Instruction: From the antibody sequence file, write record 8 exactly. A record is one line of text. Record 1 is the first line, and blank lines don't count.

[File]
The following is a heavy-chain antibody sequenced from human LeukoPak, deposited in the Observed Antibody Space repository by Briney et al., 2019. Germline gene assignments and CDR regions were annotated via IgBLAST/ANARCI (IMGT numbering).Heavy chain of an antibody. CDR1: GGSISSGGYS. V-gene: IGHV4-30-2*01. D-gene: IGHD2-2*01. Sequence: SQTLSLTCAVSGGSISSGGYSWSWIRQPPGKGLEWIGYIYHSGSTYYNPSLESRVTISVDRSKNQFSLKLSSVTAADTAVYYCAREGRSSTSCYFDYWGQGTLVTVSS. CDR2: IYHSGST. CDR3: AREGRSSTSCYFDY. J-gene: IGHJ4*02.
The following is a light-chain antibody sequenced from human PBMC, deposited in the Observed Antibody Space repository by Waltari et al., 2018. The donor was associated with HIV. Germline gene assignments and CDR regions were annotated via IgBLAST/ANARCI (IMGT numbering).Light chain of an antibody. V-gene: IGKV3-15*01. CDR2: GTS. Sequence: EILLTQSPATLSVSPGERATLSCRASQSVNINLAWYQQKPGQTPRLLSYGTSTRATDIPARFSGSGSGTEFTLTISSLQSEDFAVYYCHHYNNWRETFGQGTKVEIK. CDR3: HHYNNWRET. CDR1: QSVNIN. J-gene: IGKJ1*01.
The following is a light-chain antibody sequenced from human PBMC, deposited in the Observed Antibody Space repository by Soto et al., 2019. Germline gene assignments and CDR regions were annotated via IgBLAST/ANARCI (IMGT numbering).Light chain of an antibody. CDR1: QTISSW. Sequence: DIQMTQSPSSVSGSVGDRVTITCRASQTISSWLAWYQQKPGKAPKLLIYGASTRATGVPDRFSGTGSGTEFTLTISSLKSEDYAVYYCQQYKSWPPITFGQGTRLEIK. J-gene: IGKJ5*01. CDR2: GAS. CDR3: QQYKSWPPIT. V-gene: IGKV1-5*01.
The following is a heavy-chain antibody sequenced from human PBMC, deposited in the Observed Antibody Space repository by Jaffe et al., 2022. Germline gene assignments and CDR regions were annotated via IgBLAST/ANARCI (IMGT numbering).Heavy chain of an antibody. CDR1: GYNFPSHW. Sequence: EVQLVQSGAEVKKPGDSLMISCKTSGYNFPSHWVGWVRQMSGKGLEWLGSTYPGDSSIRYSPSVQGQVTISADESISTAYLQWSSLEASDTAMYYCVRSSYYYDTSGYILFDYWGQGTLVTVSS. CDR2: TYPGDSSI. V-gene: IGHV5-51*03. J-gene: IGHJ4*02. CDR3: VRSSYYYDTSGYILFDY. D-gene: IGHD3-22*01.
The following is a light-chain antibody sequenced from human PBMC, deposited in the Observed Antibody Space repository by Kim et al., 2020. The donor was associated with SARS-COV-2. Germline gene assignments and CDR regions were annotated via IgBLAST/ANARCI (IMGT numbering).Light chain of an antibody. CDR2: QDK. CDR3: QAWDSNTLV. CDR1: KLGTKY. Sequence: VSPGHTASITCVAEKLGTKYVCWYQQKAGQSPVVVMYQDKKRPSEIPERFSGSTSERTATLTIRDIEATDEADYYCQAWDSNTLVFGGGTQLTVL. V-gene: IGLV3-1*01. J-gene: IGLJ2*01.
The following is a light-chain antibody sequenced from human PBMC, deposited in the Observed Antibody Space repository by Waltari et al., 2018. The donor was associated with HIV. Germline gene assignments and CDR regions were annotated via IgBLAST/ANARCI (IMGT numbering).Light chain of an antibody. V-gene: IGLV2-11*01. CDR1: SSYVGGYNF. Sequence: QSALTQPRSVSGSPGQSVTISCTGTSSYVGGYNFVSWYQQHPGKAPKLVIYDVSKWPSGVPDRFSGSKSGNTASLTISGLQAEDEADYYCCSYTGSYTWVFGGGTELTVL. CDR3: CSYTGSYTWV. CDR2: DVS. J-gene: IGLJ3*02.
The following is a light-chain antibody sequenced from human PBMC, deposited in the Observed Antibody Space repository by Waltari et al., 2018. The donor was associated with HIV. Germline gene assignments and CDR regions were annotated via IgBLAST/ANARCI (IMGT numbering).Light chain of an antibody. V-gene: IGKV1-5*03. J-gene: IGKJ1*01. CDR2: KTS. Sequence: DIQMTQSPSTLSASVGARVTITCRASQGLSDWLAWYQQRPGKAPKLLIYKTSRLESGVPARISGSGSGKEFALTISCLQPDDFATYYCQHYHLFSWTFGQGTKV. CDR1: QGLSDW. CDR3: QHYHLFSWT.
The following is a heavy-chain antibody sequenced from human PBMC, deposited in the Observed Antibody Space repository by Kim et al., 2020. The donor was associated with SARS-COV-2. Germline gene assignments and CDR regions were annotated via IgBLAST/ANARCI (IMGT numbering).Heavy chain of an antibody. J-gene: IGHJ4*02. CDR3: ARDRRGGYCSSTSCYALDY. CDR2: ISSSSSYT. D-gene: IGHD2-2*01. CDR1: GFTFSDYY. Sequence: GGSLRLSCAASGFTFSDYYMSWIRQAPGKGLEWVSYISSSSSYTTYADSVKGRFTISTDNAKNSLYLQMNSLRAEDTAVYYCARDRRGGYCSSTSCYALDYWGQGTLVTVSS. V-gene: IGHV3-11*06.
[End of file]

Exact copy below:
The following is a heavy-chain antibody sequenced from human PBMC, deposited in the Observed Antibody Space repository by Kim et al., 2020. The donor was associated with SARS-COV-2. Germline gene assignments and CDR regions were annotated via IgBLAST/ANARCI (IMGT numbering).Heavy chain of an antibody. J-gene: IGHJ4*02. CDR3: ARDRRGGYCSSTSCYALDY. CDR2: ISSSSSYT. D-gene: IGHD2-2*01. CDR1: GFTFSDYY. Sequence: GGSLRLSCAASGFTFSDYYMSWIRQAPGKGLEWVSYISSSSSYTTYADSVKGRFTISTDNAKNSLYLQMNSLRAEDTAVYYCARDRRGGYCSSTSCYALDYWGQGTLVTVSS. V-gene: IGHV3-11*06.